I have written recently about reasons executives derail. The following story is an illustration of one of the reasons why this happens so frequently. They simply lose touch.
On one occasion I was called in by a senior executive to help her leadership team. I had been working with her team on several leadership development programs for her senior leadership team over the years, but this year she said we needed a different approach. She was concerned that this group of 30-35 high performing executives, from senior directors to vice presidents, had lost touch with the hundreds of employees they were charged with leading. They had become so concerned about their projects and their goals that they were not taking the time to develop people, were firing people too quickly without giving them much of an opportunity to change or turn things around. She was concerned that the culture, which was such a big part of their company, would be perceived as a sham if they didn’t turn this around.
Some of these leaders grew up in fairly good socioeconomic conditions and had never really experienced what it meant to live from paycheck to paycheck as was the case for many of their employees. Others who grew up through the ranks and remember well what it was like to be at the bottom of the food chain in a company. But even then, the tendency is for leadership to erode empathy. And, according to Professor Kelton of Berkley, the more power a leader gets, the more their empathy erodes, confirming Lord Acton’s maxim, Power tends to Corrupt and Absolute Power Corrupts Absolutely. For more information on this, read my post Exceptional Leaders and The Paradox of Power.
So, how do you go about instilling empathy in a group of high energy, goal driven, powerful, high income senior leaders? I pitched an idea to the senior executive that was a little out of the box, and took it back to our team to develop an experience that would bring these leaders back down to earth where most of the world they manage lived every day. It was essential that they be capable of reflecting on the lives of the people impacted by their daily decisions.
We took this group on a full-day field trip, if you will, to a nearby metropolitan area. They were divided up into small groups, each with particular assignments and a pittance of a budget for their lunch. In essence all three of them would have to eat on less than what one of them usually spent on their lunch. They began to gritch and groan at the prospects. We then brought them back together to hear anonymous recorded testimonies from their employees describing their lives. They heard employees tell about living from paycheck to paycheck, from single moms who knew exactly how many trips they could make on a tank of gas, and how they budget their money for groceries and bills, from those who were living in situations where domestic violence was an imminent threat, and so on and so on. These leaders were shocked that these stories were the true life stories of the people who worked for them. They also heard from people about how important their job was to them, and how they worked hard to stay focused and to prevent these personal issues from interfering with their performance.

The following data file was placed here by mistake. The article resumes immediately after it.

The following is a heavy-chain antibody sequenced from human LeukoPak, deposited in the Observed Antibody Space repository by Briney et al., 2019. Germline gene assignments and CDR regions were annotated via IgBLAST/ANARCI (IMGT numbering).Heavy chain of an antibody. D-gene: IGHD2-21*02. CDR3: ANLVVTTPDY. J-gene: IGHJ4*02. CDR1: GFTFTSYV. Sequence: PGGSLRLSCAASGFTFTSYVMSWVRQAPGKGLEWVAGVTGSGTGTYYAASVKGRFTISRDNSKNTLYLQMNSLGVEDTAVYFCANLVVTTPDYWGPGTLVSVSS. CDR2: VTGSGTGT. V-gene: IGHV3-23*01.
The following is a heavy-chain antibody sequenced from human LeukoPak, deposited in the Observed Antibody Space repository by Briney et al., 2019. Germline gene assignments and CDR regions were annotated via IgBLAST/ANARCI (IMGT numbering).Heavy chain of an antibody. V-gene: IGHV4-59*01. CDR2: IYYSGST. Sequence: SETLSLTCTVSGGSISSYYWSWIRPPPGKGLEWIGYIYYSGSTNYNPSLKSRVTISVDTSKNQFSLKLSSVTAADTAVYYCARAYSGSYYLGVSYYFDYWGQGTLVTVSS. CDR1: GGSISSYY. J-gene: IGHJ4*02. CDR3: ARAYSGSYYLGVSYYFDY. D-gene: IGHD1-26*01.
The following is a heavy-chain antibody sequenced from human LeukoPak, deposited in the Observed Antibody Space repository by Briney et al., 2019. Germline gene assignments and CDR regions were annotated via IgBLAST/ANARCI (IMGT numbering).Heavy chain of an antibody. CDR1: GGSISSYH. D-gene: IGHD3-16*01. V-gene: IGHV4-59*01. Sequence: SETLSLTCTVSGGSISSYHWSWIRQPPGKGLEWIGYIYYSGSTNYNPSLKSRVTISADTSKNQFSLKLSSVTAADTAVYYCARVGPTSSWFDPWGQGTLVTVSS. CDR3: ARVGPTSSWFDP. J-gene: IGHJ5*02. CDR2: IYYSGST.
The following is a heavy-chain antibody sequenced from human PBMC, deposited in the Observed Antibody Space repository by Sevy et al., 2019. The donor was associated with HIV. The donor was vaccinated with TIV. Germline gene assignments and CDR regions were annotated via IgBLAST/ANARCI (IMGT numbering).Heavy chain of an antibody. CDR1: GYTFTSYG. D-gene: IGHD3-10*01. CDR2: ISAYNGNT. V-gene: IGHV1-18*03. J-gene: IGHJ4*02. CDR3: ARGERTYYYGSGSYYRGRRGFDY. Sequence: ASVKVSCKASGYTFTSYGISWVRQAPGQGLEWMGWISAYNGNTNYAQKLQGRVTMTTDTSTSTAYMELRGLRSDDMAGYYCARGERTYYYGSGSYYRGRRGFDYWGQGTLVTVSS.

These executives ended their day at a local soup kitchen where they were assigned to serve food and have a meal with the guests. Their assignment was simply to get to know the guests. This was a very uncomfortable assignment for many of these executives. Most had never talked to a homeless person. Many had preconceived ideas about them, all of which were shattered that evening. I’ll never forget the one executive telling me that what surprised him most is the one guest of the soup kitchen who told him that he too had once been an senior manager in his company, but fell on hard times and had not been able to find his way out.
The leadership session ended with a facilitated discussion about how leadership could look in their area of responsibility. These leaders went back with a different kind of appreciation for their people, their capabilities and their courage. They went back with a little more patience than before. They went back with new perspectives and greater empathy toward people whose livelihoods were in their hands. They were still charged with making decisions and achieving results. They just learned that they can get this done in a little different way.